Limbo by Edward Kamau Brathwaite

Notes on Limbo by Edward Kamau Brathwaite

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Limbo by Edward Kamau Brathwaite
Poet & Context
Born in Bridgetown, Barbados, on May 11, 1930.
Worked as an education officer in Ghana and taught at the University of the West Indies, then
returned to England and received his Ph.D. from the University of Sussex in 1968.
His poetry traces historical links and events that contributed to the development of the black
population in the Caribbean and is distinguished by its experimental linguistic explorations.
He is also the author of two plays and several collections of essays and literary criticism.
He is a professor of comparative literature at New York University
The poem is set in the 18th Century, with the African slave trade
European countries took African people and traded them as slaves
They were carried in the holds of ships ­ dark, cramped, dirty and diseased places.
They were forced to dance in order to keep them looking strong for sale, they invented the
limbo dance as a way of keeping fit while chained to iron bars
Ideas & Emotions
Tells the story of slaves crossing the Atlantic in slave ships, and their sense of being forced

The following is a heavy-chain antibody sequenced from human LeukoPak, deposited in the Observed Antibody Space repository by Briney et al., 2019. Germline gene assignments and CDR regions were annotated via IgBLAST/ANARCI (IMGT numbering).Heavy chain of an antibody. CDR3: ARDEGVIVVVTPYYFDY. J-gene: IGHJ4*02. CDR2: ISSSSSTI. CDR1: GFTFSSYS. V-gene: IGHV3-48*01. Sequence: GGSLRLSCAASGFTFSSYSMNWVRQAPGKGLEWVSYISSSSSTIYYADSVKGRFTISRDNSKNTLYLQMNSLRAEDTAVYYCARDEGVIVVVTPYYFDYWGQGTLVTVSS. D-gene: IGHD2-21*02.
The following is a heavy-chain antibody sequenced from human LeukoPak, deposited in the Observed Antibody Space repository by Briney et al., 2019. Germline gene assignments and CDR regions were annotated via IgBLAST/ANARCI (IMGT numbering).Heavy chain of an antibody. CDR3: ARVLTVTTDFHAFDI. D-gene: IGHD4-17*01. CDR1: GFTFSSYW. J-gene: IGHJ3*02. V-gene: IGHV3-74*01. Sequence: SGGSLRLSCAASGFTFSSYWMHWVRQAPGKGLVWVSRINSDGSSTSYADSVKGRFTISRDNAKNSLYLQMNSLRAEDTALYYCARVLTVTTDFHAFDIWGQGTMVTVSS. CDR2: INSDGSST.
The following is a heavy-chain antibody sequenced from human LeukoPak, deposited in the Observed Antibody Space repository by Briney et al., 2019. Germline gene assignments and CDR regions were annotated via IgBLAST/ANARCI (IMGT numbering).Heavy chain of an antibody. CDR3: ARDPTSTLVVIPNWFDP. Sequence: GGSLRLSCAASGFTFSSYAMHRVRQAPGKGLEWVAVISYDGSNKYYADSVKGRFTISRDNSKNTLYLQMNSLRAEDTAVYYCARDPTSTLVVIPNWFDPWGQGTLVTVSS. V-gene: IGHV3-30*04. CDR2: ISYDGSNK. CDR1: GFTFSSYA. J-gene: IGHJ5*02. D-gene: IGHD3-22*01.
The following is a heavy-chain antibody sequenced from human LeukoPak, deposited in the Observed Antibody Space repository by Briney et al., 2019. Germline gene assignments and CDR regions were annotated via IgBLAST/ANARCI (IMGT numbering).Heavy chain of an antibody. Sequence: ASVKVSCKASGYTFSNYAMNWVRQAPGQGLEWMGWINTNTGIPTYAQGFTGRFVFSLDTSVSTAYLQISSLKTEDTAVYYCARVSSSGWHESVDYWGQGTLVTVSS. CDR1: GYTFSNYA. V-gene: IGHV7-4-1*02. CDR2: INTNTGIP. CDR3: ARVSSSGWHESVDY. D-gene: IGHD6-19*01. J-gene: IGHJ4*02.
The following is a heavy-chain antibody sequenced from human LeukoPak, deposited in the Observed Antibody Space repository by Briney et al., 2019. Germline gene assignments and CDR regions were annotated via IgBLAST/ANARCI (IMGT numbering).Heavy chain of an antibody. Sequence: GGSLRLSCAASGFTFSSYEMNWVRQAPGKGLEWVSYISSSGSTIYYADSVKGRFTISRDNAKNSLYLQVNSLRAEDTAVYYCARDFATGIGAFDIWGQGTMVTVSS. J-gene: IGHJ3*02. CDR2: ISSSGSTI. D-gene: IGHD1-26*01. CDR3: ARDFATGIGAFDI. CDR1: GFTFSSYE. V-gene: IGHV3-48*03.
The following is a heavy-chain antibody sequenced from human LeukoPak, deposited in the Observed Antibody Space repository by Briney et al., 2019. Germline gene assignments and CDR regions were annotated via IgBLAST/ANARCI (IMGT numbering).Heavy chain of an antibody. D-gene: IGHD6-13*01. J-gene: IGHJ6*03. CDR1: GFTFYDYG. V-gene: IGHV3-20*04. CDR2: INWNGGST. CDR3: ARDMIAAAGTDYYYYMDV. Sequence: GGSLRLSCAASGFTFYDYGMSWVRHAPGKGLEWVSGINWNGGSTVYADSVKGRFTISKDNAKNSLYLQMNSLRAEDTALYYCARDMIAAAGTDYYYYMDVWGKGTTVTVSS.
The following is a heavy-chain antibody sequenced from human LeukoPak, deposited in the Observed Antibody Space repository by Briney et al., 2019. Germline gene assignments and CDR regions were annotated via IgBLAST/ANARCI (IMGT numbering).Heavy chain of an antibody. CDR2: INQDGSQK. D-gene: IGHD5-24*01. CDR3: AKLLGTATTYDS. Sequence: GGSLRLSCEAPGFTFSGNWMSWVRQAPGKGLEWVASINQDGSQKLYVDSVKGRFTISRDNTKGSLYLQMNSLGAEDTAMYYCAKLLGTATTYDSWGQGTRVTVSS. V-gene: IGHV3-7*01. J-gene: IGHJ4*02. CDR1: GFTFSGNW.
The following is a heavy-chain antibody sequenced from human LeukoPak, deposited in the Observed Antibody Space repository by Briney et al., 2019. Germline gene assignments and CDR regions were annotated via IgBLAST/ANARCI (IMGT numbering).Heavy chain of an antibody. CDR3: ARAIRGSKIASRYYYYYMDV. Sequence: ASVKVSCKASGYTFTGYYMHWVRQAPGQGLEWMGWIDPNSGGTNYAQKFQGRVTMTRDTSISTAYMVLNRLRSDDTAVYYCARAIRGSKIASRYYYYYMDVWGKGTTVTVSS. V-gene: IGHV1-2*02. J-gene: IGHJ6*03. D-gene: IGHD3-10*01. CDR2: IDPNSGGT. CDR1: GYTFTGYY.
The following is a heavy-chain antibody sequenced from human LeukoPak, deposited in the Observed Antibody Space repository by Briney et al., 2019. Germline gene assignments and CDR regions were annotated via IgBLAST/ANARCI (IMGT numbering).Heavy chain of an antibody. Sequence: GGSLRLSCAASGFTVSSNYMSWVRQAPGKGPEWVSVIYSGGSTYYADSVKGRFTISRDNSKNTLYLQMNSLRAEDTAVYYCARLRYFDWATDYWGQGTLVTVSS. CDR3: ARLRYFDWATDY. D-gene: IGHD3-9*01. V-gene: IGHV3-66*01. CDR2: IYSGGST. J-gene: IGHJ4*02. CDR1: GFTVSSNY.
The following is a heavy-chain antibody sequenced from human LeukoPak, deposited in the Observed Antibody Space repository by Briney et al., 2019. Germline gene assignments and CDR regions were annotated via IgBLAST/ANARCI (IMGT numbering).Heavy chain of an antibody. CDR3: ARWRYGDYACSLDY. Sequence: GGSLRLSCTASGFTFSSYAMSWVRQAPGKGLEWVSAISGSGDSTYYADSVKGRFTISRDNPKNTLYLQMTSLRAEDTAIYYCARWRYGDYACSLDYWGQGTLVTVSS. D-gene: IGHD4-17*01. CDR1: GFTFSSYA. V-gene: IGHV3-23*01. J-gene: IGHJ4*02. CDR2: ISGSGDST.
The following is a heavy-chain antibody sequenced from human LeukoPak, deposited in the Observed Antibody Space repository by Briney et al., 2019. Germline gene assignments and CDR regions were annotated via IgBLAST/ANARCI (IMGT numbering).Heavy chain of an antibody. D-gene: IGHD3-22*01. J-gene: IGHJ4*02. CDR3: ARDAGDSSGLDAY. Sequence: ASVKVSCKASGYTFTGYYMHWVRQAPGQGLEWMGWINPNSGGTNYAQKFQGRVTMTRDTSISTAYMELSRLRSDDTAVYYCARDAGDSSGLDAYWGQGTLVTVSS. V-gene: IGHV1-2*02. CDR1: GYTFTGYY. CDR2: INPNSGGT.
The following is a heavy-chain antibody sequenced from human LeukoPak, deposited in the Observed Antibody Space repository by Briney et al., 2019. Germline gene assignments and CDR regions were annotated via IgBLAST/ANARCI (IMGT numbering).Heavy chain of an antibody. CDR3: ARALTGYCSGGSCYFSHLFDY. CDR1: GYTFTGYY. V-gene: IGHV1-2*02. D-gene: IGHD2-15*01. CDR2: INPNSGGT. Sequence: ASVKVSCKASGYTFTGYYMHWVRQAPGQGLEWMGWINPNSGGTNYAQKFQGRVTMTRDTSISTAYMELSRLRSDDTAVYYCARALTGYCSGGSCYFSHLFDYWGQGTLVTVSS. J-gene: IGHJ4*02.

down, as if under a limbo bar, but finding strength in their music, enabling them to be strong
Structure & Rhythm
Drum beat can be heard throughout the poem, like the drum beat which the slaves would
dance to
Song type structure, with the italic sections repeated like a chorus
Title, Limbo, has multiple meanings, all of which link to the poem:
o In Roman Catholicism, a place on the border of hell or heaven, where dead
unbaptized infants and the righteous who died before the coming of Christ go.
o A place or state of oblivion to which people or things are put when cast aside,
forgotten, past, or out of date
o An intermediate, transitional, or midway state or place.
o A place or state of imprisonment or confinement.
o A dance from the West Indies, in which the dancer bends backward from the knees
and moves under a horizontal bar that is lowered after each successive pass.
Silence is metaphorical for death which the music rescues him from
Drummers may refer to slave drivers whipping them, in the line "the drummers are praising
me" it could be interpreted that they have found if they like the punishment, the power of it
is no longer controlling them. Next line "the dumb gods are raising me" suggests he finds
strength in punishment
Mostly monosyllabic words give strong rhythmic sound like that of a drum beat or whip,
along with constant alliteration of harsh sounds gives cruel sound to poem
The phrase "dumb gods" suggests a feeling of abandonment by their gods, and how the
Catholic Church did nothing to help them. Could also suggest that the slave drivers have lost
power over them, as they have learnt to find reward in their punishment.
No punctuation until final full stoop, which could suggest an end to the ordeal as they have
reached their destination, or that this is a cycle that will be repeated again and again.

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Yet as
they are able to walk slowly on this ground it could suggest that they have conquered it.…read more


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